Jefferson dome.

A couple of articles in the national news about our overly-large school district.

Which are probably not going over well in the superintendent’s office since, when I worked for them, our guiding principle was to never do anything that would land in a Washington Post story. Much less on TV news.

First up is the latest (final?) chapter in the long running saga of the admissions process for Thomas Jefferson, our “prestige”, competitive-admission, science/tech high school.

After nearly four years of legal fights, the Supreme Court declined to hear the appeal from a group of parents who were upset when the district changed how they selected kids to attend the school. As a result, the ruling in favor of the district’s plan was allowed to stand.

Basically, back in 2020, Fairfax dropped the admissions test, around which had grown a large and expensive prep business, in favor of what they called a “holistic” approach. One aimed at admitting kids from all parts of the county and not primarily from wealthy neighborhoods.

And rich parents get very upset when told they’re not able to use their money to gain perceived advantages for their kids.

Now I’m no fan of Jefferson. But if we are going to have what is essentially a publicly-funded private MIT prep school, it needs to serve every part of this community and not just the families that have the resources to cover expensive tutoring for another standardized test.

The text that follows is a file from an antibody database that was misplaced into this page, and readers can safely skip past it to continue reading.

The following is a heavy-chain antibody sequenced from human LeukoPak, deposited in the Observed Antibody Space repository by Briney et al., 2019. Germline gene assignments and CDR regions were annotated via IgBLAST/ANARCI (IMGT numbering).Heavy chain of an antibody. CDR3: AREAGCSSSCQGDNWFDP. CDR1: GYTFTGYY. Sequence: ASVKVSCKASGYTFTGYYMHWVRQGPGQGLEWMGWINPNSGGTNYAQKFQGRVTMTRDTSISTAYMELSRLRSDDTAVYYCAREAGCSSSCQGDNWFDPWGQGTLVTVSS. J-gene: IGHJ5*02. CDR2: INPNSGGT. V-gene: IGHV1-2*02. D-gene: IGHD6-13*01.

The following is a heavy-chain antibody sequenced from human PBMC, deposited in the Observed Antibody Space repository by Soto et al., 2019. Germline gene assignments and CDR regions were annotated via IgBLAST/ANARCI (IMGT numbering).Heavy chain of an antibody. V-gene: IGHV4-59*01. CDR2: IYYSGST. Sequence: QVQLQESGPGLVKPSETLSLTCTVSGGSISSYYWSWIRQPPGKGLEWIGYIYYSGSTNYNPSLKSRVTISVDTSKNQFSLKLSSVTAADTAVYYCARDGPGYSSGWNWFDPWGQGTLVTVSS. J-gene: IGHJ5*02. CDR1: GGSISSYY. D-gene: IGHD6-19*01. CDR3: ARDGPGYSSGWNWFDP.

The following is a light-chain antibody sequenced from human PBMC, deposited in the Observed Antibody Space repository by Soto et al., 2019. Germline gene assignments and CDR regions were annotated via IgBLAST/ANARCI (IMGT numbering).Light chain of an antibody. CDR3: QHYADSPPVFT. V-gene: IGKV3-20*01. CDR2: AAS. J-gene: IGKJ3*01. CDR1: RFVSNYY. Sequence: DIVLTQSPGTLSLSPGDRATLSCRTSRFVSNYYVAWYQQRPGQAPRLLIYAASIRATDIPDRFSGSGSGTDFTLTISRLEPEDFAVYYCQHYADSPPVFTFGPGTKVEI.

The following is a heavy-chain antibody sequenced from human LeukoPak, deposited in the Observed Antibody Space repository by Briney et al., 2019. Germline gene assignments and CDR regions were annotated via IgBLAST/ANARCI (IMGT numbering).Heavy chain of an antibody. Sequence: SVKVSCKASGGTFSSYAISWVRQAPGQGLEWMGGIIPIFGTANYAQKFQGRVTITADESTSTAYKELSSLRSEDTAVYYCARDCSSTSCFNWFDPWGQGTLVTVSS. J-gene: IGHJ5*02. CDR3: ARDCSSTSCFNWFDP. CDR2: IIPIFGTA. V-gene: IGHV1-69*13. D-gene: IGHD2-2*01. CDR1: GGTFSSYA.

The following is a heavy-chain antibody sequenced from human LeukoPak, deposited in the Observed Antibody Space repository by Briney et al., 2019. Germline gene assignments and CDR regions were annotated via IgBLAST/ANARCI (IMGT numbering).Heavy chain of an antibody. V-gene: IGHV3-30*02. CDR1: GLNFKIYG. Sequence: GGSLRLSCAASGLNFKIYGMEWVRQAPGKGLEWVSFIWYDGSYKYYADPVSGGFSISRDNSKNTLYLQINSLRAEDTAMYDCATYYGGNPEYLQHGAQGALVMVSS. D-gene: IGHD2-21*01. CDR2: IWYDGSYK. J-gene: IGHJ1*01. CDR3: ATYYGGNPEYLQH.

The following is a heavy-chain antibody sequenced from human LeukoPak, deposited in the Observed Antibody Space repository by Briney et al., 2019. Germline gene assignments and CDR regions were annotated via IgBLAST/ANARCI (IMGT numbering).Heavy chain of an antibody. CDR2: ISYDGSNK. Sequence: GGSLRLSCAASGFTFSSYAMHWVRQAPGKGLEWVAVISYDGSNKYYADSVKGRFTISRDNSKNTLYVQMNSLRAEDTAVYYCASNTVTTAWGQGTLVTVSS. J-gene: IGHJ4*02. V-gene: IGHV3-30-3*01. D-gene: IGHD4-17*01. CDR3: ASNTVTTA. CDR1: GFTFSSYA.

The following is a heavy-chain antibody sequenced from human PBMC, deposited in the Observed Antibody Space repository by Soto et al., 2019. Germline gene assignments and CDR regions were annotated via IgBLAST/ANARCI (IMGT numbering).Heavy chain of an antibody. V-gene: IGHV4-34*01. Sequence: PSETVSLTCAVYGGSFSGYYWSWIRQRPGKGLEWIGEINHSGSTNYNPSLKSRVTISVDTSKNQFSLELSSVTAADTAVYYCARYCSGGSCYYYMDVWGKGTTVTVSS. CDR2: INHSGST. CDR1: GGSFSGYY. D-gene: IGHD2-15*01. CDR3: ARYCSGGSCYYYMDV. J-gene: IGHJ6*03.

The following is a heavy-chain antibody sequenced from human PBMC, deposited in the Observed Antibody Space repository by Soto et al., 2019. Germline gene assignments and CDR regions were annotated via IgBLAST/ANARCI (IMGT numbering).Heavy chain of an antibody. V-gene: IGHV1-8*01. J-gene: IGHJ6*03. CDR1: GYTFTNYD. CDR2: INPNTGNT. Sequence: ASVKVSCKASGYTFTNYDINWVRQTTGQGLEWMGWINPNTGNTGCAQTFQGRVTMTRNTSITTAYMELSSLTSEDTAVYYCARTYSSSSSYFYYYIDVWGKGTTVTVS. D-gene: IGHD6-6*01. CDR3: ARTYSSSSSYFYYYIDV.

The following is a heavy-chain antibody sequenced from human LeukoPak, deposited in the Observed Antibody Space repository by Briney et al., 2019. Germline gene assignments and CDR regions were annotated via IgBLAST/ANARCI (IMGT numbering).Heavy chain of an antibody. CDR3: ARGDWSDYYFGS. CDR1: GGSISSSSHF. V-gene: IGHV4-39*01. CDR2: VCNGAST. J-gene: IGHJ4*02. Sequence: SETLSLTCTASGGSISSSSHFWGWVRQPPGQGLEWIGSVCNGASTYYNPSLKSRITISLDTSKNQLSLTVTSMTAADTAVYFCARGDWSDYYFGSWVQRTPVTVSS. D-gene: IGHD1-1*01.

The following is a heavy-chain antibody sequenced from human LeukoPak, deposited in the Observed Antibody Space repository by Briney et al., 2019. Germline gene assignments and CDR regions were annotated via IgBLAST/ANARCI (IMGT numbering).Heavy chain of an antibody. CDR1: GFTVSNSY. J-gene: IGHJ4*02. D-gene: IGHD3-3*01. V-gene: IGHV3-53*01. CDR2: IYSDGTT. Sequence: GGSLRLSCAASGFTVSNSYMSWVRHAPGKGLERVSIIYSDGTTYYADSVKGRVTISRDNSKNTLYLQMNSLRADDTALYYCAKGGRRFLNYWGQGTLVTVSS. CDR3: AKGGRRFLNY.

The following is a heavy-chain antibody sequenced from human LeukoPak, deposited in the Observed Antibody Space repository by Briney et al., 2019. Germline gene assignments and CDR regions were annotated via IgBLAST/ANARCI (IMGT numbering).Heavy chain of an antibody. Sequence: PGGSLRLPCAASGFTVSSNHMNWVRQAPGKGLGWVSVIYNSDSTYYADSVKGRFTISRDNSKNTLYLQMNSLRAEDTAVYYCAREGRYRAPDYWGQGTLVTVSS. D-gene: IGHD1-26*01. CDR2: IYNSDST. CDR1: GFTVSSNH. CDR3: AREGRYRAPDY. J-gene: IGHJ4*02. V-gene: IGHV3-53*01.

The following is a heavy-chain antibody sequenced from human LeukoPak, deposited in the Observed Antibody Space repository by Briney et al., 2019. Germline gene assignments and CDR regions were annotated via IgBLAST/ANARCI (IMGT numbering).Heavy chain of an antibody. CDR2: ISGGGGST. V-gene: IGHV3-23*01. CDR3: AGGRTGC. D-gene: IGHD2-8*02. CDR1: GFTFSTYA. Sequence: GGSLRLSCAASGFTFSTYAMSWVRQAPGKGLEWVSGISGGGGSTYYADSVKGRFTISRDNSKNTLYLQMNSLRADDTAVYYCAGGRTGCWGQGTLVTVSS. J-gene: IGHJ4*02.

Well, I suppose they still have the PSAT/SAT with which to game the system.

Then there is the much larger problem of data security, something Fairfax has never been especially good at.

The Fairfax County Public Schools, Virginia’s largest district, has a systemwide problem protecting students’ privacy, the state education agency said Friday, calling for additional training of staff it said were either “not aware of the precautions that should be taken” or weren’t “sensitized” to the issues.

The finding stems from a complaint brought by a Fairfax parent and special education advocate in December after she inadvertently received data on roughly 35,000 students, including special education records, confidential legal memos and mental health conditions.

Oops.

The 180,000-student district has until March 25 to appeal the state’s finding or complete a “corrective action plan” that includes some steps the district has already agreed to, such as additional staff training.

Except that “additional staff training” was supposed to begin last October, a response to an earlier data breech. And that one was hardly the first data problem Fairfax has had.

Back in 2020, the HR department notified current and former employees that personnel records had “leaked” as part of a ransomware attack. But no problem. We did get a few years worth of credit monitoring services to “fix” things.

Going back even farther, I remember the occasional efforts at cyber security training but never anything like a serious long-term program to address an obviously growing problem.

I wonder how long this one will last. Probably only until shortly after the spotlight moves somewhere else.


The photo is the Jefferson dome at our school named for the third president.